Sky bests Chinese censors to break 'land theft' scoop

Sky News has broadcast an exclusive report by its Beijing correspondent, Dominic Waghorn, exposing China’s ruling elite seizing land and homes from people in order to make profits in collusion with developers.

To evade China’s media censors, Waghorn and his crew filmed over several months, choosing their moments to avoid police interference.

Despite this, they were detained a number of times.

Here Waghorn describes what he came across: "We had barely got out of our taxi when we were mobbed.

People crowded in on us shoving photographs and leaflets at us, all shouting to be heard. We had come to a Beijing slum, where victims of official corruption and police brutality come from across China to try and find justice in the country’s capital.

"One well-dressed woman told me her son had been killed by police in detention, another man said six friends had disappeared in jail. They call the slum the protestors’ village. Usually foreign news teams don’t venture here.

With the danger of being detained, we had decided to risk it.

"In a demolition site in Beijing’s neighbouring city of Tianjin, a couple have lived in a tent in sub-zero temperatures all winter after the government demolished their home to profit from developing the site. The same thing is happening to millions of people here, but this couple have decided not to give in.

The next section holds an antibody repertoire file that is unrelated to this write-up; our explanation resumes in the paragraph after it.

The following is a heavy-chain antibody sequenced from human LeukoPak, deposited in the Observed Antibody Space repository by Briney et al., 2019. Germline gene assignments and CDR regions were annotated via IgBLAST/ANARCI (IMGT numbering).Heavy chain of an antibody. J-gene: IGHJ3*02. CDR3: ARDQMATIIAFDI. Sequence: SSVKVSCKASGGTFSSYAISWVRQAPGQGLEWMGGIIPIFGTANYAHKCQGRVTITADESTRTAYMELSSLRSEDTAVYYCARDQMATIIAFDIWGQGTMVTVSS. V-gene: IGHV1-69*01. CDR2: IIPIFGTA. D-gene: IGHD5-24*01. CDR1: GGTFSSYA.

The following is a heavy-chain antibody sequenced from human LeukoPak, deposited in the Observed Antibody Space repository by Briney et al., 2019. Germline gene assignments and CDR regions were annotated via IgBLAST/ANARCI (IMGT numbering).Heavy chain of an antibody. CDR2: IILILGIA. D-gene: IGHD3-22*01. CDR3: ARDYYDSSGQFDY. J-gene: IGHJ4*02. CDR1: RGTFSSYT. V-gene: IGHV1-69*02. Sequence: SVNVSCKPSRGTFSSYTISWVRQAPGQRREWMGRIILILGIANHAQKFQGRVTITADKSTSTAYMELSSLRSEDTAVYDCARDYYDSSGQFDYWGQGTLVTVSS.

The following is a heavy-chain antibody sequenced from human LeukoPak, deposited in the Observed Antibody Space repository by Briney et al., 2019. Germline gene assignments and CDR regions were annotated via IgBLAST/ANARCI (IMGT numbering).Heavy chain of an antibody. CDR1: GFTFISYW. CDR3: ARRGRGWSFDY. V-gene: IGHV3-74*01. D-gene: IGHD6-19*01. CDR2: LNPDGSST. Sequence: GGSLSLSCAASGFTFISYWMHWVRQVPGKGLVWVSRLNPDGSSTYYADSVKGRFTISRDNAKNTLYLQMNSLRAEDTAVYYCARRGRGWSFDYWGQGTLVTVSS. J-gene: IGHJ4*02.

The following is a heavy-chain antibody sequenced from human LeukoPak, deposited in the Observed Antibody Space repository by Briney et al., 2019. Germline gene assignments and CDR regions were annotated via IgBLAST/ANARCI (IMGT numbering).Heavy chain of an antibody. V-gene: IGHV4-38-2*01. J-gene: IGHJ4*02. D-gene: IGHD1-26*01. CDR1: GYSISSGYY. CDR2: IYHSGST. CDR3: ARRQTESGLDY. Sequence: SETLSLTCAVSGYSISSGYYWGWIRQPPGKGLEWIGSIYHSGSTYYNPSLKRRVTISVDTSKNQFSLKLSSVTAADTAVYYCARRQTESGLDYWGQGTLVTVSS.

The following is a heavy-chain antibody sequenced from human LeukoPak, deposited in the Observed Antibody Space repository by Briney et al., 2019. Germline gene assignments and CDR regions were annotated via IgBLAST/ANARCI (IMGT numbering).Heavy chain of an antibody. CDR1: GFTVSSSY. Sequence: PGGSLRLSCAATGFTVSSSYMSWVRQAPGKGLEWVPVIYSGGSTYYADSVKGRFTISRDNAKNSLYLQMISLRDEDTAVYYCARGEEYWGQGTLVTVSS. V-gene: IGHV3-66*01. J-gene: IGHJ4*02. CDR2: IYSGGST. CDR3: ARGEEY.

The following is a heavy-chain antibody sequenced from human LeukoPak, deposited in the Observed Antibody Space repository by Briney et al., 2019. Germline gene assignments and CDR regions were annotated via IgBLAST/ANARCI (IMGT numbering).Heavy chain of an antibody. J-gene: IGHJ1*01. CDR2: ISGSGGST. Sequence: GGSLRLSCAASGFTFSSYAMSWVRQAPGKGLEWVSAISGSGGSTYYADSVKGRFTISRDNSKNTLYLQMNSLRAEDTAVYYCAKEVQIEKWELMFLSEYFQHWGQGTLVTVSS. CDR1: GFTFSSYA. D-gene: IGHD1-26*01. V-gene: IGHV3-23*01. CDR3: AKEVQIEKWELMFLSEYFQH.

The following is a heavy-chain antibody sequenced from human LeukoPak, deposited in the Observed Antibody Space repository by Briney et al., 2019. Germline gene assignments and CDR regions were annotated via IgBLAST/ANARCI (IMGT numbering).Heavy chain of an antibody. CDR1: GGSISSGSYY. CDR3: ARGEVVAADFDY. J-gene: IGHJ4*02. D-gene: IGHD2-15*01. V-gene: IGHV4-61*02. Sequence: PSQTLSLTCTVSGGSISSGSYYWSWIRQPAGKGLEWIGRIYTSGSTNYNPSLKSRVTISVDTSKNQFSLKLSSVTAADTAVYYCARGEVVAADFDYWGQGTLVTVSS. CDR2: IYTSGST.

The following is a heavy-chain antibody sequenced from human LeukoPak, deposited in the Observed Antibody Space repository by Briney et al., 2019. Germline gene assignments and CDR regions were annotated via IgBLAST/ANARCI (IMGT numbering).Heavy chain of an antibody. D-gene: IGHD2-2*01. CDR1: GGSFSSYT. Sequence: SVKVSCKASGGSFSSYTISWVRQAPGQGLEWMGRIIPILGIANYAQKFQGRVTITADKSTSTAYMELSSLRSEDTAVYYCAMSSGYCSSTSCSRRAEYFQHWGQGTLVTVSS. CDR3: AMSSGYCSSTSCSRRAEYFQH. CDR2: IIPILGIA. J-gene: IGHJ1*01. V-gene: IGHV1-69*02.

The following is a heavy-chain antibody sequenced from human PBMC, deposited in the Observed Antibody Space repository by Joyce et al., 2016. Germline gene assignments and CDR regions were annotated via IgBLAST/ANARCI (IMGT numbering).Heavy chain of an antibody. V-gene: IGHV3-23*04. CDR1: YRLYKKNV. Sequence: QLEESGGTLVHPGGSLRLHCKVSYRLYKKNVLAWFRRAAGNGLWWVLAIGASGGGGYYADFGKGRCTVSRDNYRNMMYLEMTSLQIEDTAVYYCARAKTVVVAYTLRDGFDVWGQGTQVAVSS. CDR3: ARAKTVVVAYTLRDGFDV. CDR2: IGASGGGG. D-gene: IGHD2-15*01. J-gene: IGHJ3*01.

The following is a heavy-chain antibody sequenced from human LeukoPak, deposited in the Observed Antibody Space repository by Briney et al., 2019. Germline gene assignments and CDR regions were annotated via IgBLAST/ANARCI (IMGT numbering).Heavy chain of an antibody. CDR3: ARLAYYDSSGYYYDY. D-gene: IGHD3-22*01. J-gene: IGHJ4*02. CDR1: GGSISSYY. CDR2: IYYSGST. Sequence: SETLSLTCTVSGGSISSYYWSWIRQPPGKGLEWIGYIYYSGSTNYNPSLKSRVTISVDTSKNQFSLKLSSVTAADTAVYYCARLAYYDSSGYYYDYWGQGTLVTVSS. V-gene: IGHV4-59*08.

"When we went to visit Wan Baolong and his wife, the police had been listening to our contact’s mobile phone, so they were waiting for us.

They detained us on the spot outside Wan’s tent. Chinese people are wary of their police for good reason, but Wan Baolong ran out of fearful respect a long time ago. He harangued the police relentlessly until they grew more nervous and let us leave.

"I do not speak much of his language, but Wan is one of the most impressive people I have ever met. He is driven by a burning anger, a quiet, articulate, but impotent fury, and told us he was quite happy to die before giving in to such injustice. I have no doubt he meant it.

"‘There’s nothing we can do,’ he said. ‘Nothing. We went to the Chinese media, but they’re too scared to report it.’

"Back in the protestors’ village, our camera caught sight of a man, covered in the self-inflicted burns of previous protests. He held up a banner that read "Human rights are more important than living". If enough people lose enough to agree with him here, China’s government has a big problem.

"More and more protests are happening, but it is impossible to say how organised the unrest is becoming.

For now, the government’s response is to tighten the lid on a pressure cooker of discontent, stifle dissent, and crush any protest, but the more that goes on, the more unpredictable the consequences."

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